Santa Cruz has an intimate connection with the history of disc golf, not to mention a world famous course that is considered one of the most challenging in the world. Many of the earliest organizations and companies involved in the sport came from our own backyard, not to mention a few professional players and several highly ranked amateurs.
Delaveaga Disc Golf Course – Delaveaga, or “Dela” to locals, is one of the most beautiful (and frustrating) courses in the world. Situated just past the golf course, it offers a similar layout and terrain, if with a bit more rugged and un-manicured. Part of the difficulty of the course is that there are endless trees on most holes, a majority of which hide the steep ravines just behind them.
Each year, Delaveaga plays host to the Steady Ed Memorial Master’s Cup, which draws the top players from all over the world. The tournament is one of the few that make up the National Tour of the Professional Disc Golf Association.
Delaveaga is one of the most challenging courses in the world, so be prepared for some difficulty if you’re a casual player throwing a round. With 27 holes and plenty of elevation changes, it can also be pretty tiring. Make sure to bring water as there is none available at the course itself.
Aptos High School – If you’re not quite ready to take on Delaveaga, Aptos High School has a wonderful 18-hole course on the perimeter of the school campus. (Important to note: the course can only be played after 3 p.m. when school is in session). A challenging, but much easier course than Dela, Aptos High School offers a lot of variety: open shots, tunnel shots, a “top-of-the-world” hole, and multiple basket placements.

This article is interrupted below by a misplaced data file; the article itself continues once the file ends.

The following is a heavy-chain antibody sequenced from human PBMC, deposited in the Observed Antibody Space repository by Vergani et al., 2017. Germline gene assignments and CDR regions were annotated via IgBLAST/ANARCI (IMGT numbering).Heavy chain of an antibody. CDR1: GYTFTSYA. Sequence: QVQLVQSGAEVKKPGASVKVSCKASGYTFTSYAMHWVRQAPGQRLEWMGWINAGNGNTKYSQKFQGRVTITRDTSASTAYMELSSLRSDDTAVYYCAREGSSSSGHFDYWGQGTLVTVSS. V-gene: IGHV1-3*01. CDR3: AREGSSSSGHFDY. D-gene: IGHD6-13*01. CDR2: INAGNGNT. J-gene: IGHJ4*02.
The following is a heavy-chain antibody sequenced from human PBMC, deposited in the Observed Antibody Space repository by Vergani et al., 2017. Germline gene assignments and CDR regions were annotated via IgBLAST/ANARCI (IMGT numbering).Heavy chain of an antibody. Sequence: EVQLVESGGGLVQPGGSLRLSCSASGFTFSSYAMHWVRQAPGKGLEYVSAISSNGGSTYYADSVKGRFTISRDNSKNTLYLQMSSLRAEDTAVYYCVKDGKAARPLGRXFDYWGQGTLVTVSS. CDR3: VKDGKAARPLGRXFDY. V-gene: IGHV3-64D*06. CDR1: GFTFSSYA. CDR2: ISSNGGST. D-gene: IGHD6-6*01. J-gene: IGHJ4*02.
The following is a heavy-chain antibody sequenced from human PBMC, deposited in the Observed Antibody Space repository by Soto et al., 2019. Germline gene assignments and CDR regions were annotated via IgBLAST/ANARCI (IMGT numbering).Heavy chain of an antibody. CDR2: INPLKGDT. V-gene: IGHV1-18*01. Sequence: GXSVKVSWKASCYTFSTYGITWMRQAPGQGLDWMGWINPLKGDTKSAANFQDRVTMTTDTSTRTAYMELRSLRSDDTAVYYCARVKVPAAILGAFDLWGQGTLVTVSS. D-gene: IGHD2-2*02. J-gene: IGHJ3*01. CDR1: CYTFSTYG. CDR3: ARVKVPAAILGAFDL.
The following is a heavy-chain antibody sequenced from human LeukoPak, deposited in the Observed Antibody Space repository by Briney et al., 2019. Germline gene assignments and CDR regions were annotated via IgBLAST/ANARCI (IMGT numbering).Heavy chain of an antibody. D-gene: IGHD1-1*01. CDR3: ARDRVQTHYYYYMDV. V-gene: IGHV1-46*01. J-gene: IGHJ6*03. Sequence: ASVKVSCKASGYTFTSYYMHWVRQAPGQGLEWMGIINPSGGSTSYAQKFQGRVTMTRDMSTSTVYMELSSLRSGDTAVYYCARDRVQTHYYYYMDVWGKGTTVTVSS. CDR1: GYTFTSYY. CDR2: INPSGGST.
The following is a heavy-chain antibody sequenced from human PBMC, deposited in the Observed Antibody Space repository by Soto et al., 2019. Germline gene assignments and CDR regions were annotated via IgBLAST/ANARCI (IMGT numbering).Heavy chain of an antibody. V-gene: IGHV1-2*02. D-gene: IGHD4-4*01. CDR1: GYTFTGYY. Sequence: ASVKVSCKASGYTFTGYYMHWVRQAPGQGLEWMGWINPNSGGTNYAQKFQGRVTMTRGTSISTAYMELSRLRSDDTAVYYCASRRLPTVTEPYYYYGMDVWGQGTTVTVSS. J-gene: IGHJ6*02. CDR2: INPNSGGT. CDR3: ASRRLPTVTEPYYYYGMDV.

Black Mouse – Black Mouse Disc Golf Course is actually located in nearby Felton, just behind San Lorenzo Valley middle school. As with Aptos High School, the course should only be played after 3 p.m. when school is in session. It’s a relatively short course, but it is heavily wooded and the entire thing is on a sloped hillside. Your disc will get familiar with plenty of trees when you play this course and you may also witness the worst rollaway you’ve ever seen (outside of Dela, of course).
It’s a challenging and technical 18-hole course that is heavily shaded, which is a nice break from the sub-baked rounds offered by other local courses.
UC Santa Cruz – UC Santa Cruz has recently installed a 9-hole course that is pretty straightforward and definitely the easiest one on this list. Some of the holes require a bit of distance, especially if you’re throwing from the long position, but all are wide open and offer at least a look at the basket. There’s a little bit of elevation change, but not much in the way of obstacles (see here for map).